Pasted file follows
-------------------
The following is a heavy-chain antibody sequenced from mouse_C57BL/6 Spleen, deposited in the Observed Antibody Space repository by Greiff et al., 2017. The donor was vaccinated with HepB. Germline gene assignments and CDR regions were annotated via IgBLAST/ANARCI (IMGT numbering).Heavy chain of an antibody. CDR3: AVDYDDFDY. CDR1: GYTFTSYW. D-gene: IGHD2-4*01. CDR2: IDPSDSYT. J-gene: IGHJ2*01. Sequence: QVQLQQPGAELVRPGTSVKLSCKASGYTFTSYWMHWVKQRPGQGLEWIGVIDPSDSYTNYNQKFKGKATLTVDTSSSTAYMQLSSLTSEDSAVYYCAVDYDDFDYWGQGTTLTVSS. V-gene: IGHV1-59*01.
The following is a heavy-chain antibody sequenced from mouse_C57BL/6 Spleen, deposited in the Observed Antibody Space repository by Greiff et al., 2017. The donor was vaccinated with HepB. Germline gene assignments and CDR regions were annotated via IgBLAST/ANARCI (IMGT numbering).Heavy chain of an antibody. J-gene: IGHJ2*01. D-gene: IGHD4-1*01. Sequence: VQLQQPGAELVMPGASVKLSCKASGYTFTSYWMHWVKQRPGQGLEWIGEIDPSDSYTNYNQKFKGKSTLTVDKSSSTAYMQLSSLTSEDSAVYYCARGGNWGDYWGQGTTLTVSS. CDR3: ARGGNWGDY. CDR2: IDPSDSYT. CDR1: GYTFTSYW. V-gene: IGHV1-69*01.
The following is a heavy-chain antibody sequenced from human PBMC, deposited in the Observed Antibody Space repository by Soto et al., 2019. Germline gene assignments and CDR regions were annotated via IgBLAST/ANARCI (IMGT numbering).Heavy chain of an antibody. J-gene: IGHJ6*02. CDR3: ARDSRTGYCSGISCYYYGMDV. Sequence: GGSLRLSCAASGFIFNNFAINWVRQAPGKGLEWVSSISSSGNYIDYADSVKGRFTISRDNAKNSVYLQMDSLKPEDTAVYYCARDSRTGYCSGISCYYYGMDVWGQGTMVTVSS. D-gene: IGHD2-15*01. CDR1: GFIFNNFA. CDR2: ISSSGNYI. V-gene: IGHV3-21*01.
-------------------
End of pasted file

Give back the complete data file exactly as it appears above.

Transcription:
The following is a heavy-chain antibody sequenced from mouse_C57BL/6 Spleen, deposited in the Observed Antibody Space repository by Greiff et al., 2017. The donor was vaccinated with HepB. Germline gene assignments and CDR regions were annotated via IgBLAST/ANARCI (IMGT numbering).Heavy chain of an antibody. CDR3: AVDYDDFDY. CDR1: GYTFTSYW. D-gene: IGHD2-4*01. CDR2: IDPSDSYT. J-gene: IGHJ2*01. Sequence: QVQLQQPGAELVRPGTSVKLSCKASGYTFTSYWMHWVKQRPGQGLEWIGVIDPSDSYTNYNQKFKGKATLTVDTSSSTAYMQLSSLTSEDSAVYYCAVDYDDFDYWGQGTTLTVSS. V-gene: IGHV1-59*01.
The following is a heavy-chain antibody sequenced from mouse_C57BL/6 Spleen, deposited in the Observed Antibody Space repository by Greiff et al., 2017. The donor was vaccinated with HepB. Germline gene assignments and CDR regions were annotated via IgBLAST/ANARCI (IMGT numbering).Heavy chain of an antibody. J-gene: IGHJ2*01. D-gene: IGHD4-1*01. Sequence: VQLQQPGAELVMPGASVKLSCKASGYTFTSYWMHWVKQRPGQGLEWIGEIDPSDSYTNYNQKFKGKSTLTVDKSSSTAYMQLSSLTSEDSAVYYCARGGNWGDYWGQGTTLTVSS. CDR3: ARGGNWGDY. CDR2: IDPSDSYT. CDR1: GYTFTSYW. V-gene: IGHV1-69*01.
The following is a heavy-chain antibody sequenced from human PBMC, deposited in the Observed Antibody Space repository by Soto et al., 2019. Germline gene assignments and CDR regions were annotated via IgBLAST/ANARCI (IMGT numbering).Heavy chain of an antibody. J-gene: IGHJ6*02. CDR3: ARDSRTGYCSGISCYYYGMDV. Sequence: GGSLRLSCAASGFIFNNFAINWVRQAPGKGLEWVSSISSSGNYIDYADSVKGRFTISRDNAKNSVYLQMDSLKPEDTAVYYCARDSRTGYCSGISCYYYGMDVWGQGTMVTVSS. D-gene: IGHD2-15*01. CDR1: GFIFNNFA. CDR2: ISSSGNYI. V-gene: IGHV3-21*01.